the bay. We returned on shore. I took a long walk across the island and around its head by the beach, and enjoyed for the first time a full view of the great ocean; a fresh breeze from the south brought the waves in with a noise resembling a great waterfall. The [word obliterated by stain] sight of the breakers, whitecrested, lofty and angry-looking, was truly grand, and equalled the ideas I had formed from reading of such scenes. Saw a great number of birds -- cranes, curlews, gulls, and pelicans. The latter at a distance resembled companies of soldiers, white and gray; the two colors flock together. Said to lay eggs in vast quantities in the sand on Pelican Island, where they are left to hatch by the sun. Pelicans and gulls lay together indiscriminately, and they hatch successively in proportion to the time at which they were layed.
I gathered a number of pretty shells, thousands of which lay on the beach, and boxed them up to send round for my children.
Triplett and Neblett measured off two sections of ground here, as the site of a future town. It is the site of Lafitte's old fort, the shape of which, and some remains of his operations, in the shape of broken bottles, crockery, bricks, nails, etc., are still visible. The whole island is low, no part that I have seen ten feet above ordinary tide, and I am told has all been overflowed since the settlement of the country. The shores are very shoal, and no part presents a good site for a city. A considerable city must one day spring up on this bay, somewhere, but at what point is yet uncertain. Galveston harbor is the best yet discovered; it is a safe one, being locked in by Galveston Island, Pelican Island and Point Bolivar. But at no place can vessels drawing more than two or three feet approach within two or three hundred yards of the shore.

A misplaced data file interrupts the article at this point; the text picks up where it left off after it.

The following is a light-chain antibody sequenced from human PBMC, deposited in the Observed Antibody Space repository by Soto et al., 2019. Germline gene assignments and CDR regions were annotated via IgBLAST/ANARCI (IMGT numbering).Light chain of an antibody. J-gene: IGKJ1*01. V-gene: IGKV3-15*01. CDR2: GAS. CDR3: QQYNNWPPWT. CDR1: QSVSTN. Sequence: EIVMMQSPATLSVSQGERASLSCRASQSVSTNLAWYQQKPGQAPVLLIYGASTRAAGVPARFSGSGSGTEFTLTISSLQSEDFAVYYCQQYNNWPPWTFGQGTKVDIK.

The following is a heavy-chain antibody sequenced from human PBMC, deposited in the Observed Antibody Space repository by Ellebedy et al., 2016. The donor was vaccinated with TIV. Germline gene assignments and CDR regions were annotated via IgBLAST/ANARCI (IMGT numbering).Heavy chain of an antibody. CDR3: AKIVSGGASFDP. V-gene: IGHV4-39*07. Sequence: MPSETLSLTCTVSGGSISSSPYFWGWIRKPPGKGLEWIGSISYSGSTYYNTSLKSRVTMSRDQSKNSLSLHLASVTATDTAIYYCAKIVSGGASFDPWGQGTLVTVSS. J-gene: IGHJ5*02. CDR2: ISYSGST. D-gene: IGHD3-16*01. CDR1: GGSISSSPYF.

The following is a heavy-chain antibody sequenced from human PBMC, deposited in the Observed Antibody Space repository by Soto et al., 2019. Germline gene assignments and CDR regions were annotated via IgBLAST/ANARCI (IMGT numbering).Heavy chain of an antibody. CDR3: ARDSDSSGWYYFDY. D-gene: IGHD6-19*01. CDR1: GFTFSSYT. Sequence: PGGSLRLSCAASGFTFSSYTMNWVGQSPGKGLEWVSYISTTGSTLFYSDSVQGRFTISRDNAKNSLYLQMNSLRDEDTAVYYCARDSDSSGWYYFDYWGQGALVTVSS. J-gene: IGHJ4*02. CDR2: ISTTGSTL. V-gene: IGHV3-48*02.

The island is forty miles long -- only three trees on it. No habitation; fine pasturage. A great number of deer on the island. Said to have been named after Count Galves, formerly Viceroy of Mexico. An Englishman or American must have stood sponsor for it, as the name has an English termination. The best entrance to the harbor is from the east. (See Canty's chart.) The west pass seems to be but little known. There is believed to be a channel there, having eight or nine feet. It is between the little island of San Louis and the mainland. Galveston was formerly called the Island of St. Louis, but that name is now restricted to a small island lying at the west end of Galveston Island.
In the midst of the island, among the grass, I picked up a piece of pumice about the size of my fist, which had the appearance of having been long afloat; the trituration of the waves and sands, etc., had made it nearly round. It is probable it had floated from the Mediterranean to this place.
Wm. H. Wharton told me in New Orleans that he owned all of this island, having purchased it of a Mexican. A. C. Allen said he and a company of New York owned a league at the harbor, where they intended building a city. Burnett